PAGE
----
S&P 500 Index: The S&P 500 Index is widely regarded as the best single gauge of large-cap U.S. equities and serves as the foundation for a wide range of investment products. The index includes 500 leading companies and captures approximately 80% coverage of the available market capitalization.

MSCI Emerging Markets Index: The MSCI EM (Emerging Markets) Index is a free-float weighted equity index that captures large and mid-cap representation across Emerging Markets (EM) countries. The index covers approximately 85% of the free float-adjusted market capitalization in the each country.

U.S. Aggregate: The Bloomberg USAgg Index is a broad-based flagship benchmark that measures the investment grade, US dollar-denominated, fixed-rate taxable bond market. The index includes Treasuries, government-related and corporate securities, MBS (Agency fixed-rate pass-through), ABS and CMBS (agency and non-agency). (Future Ticker: I00001US)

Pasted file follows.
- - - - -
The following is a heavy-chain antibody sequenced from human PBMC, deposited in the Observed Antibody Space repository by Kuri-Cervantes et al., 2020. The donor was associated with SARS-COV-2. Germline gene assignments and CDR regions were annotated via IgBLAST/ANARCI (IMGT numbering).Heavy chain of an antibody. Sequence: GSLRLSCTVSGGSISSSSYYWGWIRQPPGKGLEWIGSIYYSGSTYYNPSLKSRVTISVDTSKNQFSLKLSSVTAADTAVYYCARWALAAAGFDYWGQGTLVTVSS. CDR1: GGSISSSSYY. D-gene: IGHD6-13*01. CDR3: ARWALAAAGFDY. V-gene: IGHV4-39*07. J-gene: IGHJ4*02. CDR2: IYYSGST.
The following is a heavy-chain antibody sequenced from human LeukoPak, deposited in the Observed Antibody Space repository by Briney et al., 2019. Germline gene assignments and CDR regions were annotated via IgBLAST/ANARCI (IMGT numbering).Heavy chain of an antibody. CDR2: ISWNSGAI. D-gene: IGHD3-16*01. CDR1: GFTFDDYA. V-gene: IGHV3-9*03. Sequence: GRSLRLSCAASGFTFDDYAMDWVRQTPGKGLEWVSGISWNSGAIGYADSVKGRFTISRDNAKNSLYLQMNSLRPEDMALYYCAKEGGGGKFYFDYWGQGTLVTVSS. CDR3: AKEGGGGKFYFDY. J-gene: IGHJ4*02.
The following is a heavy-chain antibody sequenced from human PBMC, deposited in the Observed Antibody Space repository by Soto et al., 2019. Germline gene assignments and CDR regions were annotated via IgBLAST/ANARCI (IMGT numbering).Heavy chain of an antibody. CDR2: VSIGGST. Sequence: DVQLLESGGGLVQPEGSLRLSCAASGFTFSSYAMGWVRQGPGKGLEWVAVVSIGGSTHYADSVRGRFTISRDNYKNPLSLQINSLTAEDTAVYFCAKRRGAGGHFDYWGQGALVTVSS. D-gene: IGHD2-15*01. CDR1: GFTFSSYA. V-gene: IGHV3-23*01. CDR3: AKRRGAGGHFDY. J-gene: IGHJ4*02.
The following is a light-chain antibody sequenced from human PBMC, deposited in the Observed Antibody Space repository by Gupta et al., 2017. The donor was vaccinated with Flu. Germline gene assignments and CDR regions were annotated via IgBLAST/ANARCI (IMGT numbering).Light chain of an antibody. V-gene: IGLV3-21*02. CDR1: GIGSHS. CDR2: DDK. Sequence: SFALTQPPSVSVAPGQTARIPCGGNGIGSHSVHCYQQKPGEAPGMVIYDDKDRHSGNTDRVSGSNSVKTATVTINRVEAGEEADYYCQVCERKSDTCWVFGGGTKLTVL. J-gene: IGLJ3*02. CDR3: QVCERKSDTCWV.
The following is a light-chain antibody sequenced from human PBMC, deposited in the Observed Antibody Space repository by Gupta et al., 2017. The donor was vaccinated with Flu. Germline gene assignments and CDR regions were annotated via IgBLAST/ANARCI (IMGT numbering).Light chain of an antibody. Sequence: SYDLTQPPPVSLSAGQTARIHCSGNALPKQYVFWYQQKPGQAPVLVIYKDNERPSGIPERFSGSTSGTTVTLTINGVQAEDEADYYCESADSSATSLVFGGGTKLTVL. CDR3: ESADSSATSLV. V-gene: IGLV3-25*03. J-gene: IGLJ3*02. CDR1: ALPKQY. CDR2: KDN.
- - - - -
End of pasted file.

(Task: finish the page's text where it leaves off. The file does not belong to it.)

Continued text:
MSCI ACWI Excluding United States Index: The MSCI AC World ex USA Index is a free-float weighted equity index. It was developed with a base value of 100 as of December 31, 1987.